Notable Achievements in Hepatitis Elimination during 2020

Notable Achievements in Hepatitis Elimination during 2020

From the Coalition for Global Hepatitis Elimination

Global achievements

Michael Houghton, Harvey Alter, and Charles Rice are awarded the Nobel Prize in Physiology or Medicine for their discovery of the hepatitis C virus.

The global achievement of the UN Sustainable Development Goal  of Hepatitis B prevalence declining to < 1% among children < 5 years of age -The only SDG target achieved.  

WHO releases new guidelines on antiviral prophylaxis in pregnancy for prevention of hepatitis B.

Country achievements


Rwanda, with the support of the First Lady, moved up their HCV elimination goal from within 5 years to 2 years. The program with goals for HCV elimination by 2024 screened over 4.1 M persons, 58% of the target population, and placed 94% of 41,620 HCV infected  persons on treatment at a cost of $91 USD.   

South Sudan launched a 4-year national strategic plan to combat viral hepatitis:


The member countries of PAHO, committed to a collective approach to eliminating hepatitis B, hepatitis C and 28 other diseases.

In 2020, the newly launched Mexico HCV elimination program increased HCV testing by six fold and treated over 8,000 persons for HCV infection exceeding the total number of persons treated for HCV in all prior years, nationally.

The United States exceeded by two fold the 2020 interim target of > 10% decline in HCV related mortality by 2020.

 The United States expanded HCV testing to include all adults > 18 years of age including pregnant women, and renewed support for HBV testing for all adolescent and adults at risk for HBV infection

In JAMA Network open, Dr. Jorge Mera and colleagues reported that the Cherokee Nation HCV elimination program, in less than 2 years, screened 41% of target population, linked 84% of HCV infected persons to care and successfully cured 85% of infection.


In the New England Journal of Medicine, Dr. Imam Waked and colleagues reported on Egypt’s remarkable achievements in hepatitis C elimination -  a total 49.6 million (79%) of a  62.5 M screened for HCV,  92% of the ~ 1. 15M with current HCV infection started on treatment and 98% cured of HCV at a  cost of $131 for  identifying and curing a patient of HCV.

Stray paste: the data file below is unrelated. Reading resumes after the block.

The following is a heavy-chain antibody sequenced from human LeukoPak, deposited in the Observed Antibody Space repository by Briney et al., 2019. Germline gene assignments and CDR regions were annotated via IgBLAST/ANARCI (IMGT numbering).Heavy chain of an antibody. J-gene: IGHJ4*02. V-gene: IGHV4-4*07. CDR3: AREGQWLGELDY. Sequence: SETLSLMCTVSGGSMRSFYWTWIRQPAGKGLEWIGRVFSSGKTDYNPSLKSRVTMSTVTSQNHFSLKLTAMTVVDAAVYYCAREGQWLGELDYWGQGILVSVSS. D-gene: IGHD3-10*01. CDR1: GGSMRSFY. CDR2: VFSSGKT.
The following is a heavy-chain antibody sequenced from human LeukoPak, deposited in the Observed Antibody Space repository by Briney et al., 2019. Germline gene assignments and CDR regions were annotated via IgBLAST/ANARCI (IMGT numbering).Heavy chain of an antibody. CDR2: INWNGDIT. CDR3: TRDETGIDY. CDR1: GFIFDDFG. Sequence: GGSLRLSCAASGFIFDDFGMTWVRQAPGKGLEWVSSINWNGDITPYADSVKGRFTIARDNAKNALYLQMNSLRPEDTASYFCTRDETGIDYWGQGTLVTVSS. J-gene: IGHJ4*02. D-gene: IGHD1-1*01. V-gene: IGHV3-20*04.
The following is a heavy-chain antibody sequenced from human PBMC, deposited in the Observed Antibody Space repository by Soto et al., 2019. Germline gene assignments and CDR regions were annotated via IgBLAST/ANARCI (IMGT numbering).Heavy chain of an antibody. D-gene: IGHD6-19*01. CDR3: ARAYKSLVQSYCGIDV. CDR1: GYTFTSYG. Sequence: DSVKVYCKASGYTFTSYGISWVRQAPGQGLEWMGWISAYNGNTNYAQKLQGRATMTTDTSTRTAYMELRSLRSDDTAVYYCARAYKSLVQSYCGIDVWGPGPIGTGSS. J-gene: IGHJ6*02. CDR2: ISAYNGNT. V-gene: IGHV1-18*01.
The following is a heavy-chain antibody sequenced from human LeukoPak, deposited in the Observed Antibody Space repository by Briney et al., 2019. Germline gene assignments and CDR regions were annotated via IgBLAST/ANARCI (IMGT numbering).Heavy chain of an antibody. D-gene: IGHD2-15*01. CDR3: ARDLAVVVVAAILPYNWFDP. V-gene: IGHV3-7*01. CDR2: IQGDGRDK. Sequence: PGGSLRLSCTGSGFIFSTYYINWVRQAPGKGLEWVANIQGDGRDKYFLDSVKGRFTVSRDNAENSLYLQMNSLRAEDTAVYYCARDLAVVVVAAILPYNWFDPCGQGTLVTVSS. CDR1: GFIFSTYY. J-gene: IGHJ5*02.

Hepatitis Free Pakistan campaign announced free testing and free medicines to 1 million people by 2021. 


ECDC published the first report monitoring progress towards the elimination of hepatitis B and C in the EU/EEA

The United Kingdom exceeded by two fold the 2020 interim target of > 10%  decline in HCV related mortality by 2020.

UK will reimburse pharmacies to £36 per point-of-care hepatitis C test delivered to PWID not currently involved in community drug and alcohol treatment services


In India, the pilot HCV elimination program had screened over 163,00 persons, and placed over 85,000 on treatment with a cure rate of 93%; the government of India announced providing HCV treatment at no charge in Uttar Pradesh a state with 200 million population as continued  scale-up toward national hepatitis elimination.

In Thailand, HCV RNA testing and HCV treatment were made available at no-charge to patients and a sub-national HCV elimination program was started in Phetchabun  province

Nine countries in the region achieved ≥90% HepB3 coverage, and three of the eight countries that provide HepB-BD achieved ≥90% HepB-BD coverage. Four countries had been verified to have achieved the hepatitis B control goal.


New Zealand continues to make progress towards HCV elimination with steady treatment uptake.

New elimination project initiated by Hazel Heal in New Zealand will put the Pacific nation of Niue, a total population of 1,200, on the map to be one of the first countries to reach HCV elimination.

Simplification of HCV care and treatment

Multiples studies revealed new strategies to simplify HCV care and treatment

Despite progress in scaling up prevention, testing, and treatment, liver cancer continues to rise globally. In the United States, a report from the American Cancer Society showed that from 2006-2017 liver cancer mortality increased the most rapidly of any cancer, by 2-3% annually.


As a result of the response to the COVID-19 pandemic, multiple reports put attention on the declines in hepatitis vaccination, testing and treatment as well as and opportunities, through simplified clinical care and better diagnostic testing access to improve clinical care for hepatitis in the future.    

These reports and articles included the following:

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